Jurassic Park fifty years prior? Cabinet Magazine on a strange form of zoology in Nazi Germany, centered around the cordoning off of untainted forests for the re-creation of pure, ancient breeds of ponies, boars, and a mystical striped oxen called the auroch:
In 1920, the brothers Lutz and Heinz Heck, directors of the Berlin and Munich zoos, respectively, began a two-decade breeding experiment. Working with domestic cattle sought out for their “primitive” characteristics, they attempted to recreate “in appearance and behavior” the living likeness of the animals’ extinct wild ancestor: the aurochs.
This conflation of biological and aesthetic destiny coincided with a strain of Nazi thought that sought to apply pseudo-Darwinian theories in support of a racialized conception of the state. In this mode, the zoologist Konrad Lorenz identified parallels between the changes he observed in animals as the result of their domestication and what he saw as the deleterious genetic effects of civilization.
Following the German occupation of eastern Poland in 1941, [Research patron Hermann] Göring envisioned the transformation of Bialowiez˙a into a vast game reserve. The agenda dovetailed with the Hecks’ back-breeding programs. One of the last European forests largely undisturbed since the Ice Age, Bialowiez˙a also sheltered rare game animals: bears, wolves, capercaillies, and the last of the lowland European bison, an animal which appears alongside the aurochs in Lutz Heck’s constellation of ancient German game.
The reintroduction of these two animals into the German landscape was part of a larger project of constructing a national identity based on mythic foundations. Germany under the Third Reich would be restored to the Germany of the Nibelungenlied.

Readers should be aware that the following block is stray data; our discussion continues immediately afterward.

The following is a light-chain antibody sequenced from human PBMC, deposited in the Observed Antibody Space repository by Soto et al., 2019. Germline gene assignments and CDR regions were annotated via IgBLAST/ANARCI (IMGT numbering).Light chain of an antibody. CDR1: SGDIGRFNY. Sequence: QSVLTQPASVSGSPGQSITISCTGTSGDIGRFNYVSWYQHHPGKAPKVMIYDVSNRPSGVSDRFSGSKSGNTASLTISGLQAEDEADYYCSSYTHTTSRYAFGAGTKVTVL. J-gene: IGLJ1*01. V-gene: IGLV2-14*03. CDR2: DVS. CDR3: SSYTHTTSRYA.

To realize this historical fantasy, however, required a series of spatial and temporal displacements. While Göring traveled east to Bialowiez˙a to seek Germany’s lost game, the Hecks arranged for the export of Bialowiez˙a’s bison west to Schorfheide, Göring’s reserve north of Berlin. There, they were integrated into ongoing efforts to cross European bison with Canadian wood bison in an attempt to strengthen the diminished European genetic stock. Subsequent breeding would then restore a more European phenotype, while carrying over the “robustness” of the American.
The Hecks’ back-breeding projects themselves would continue only a short while longer. When the Allied bombs rained down on Berlin for two nights in January 1944, what remained of the battered zoological gardens went up in flames. Animals succumbed to shrapnel wounds or burned to death in their cages. Dangerous species broke loose and were shot. Such was the fate of the Heck aurochs. Lutz Heck’s son gunned down the agitated and stampeding aurochs, together with warthogs and wild boar, after they had escaped their burning enclosures.
The Heck aurochs did not altogether disappear. At the Munich zoo, Heinz Heck’s aurochs survived the war unharmed. Heck cattle—as the breed is known today—trace their lineage to these animals. There have even been recent attempts, in the Netherlands and elsewhere, to introduce the breed into state nature reserves as surrogates for the megafauna that once grazed on lowland grasses. But the Heck fantasy of the aurochs no longer clings to these animals, despite their atavistic features, and the aurochs itself, Bos primigenius, has lost much of its unique scientific status. Current nomenclature no longer distinguishes the aurochs as a species distinct from domestic cattle.
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